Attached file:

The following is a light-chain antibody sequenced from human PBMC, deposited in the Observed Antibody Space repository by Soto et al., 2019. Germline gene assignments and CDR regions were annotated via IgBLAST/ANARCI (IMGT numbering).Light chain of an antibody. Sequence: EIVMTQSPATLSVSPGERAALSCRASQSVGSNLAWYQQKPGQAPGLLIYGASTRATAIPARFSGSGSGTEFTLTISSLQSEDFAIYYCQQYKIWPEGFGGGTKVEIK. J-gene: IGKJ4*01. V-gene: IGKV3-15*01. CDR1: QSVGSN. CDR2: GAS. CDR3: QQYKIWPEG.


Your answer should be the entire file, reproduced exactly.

The following is a light-chain antibody sequenced from human PBMC, deposited in the Observed Antibody Space repository by Soto et al., 2019. Germline gene assignments and CDR regions were annotated via IgBLAST/ANARCI (IMGT numbering).Light chain of an antibody. Sequence: EIVMTQSPATLSVSPGERAALSCRASQSVGSNLAWYQQKPGQAPGLLIYGASTRATAIPARFSGSGSGTEFTLTISSLQSEDFAIYYCQQYKIWPEGFGGGTKVEIK. J-gene: IGKJ4*01. V-gene: IGKV3-15*01. CDR1: QSVGSN. CDR2: GAS. CDR3: QQYKIWPEG.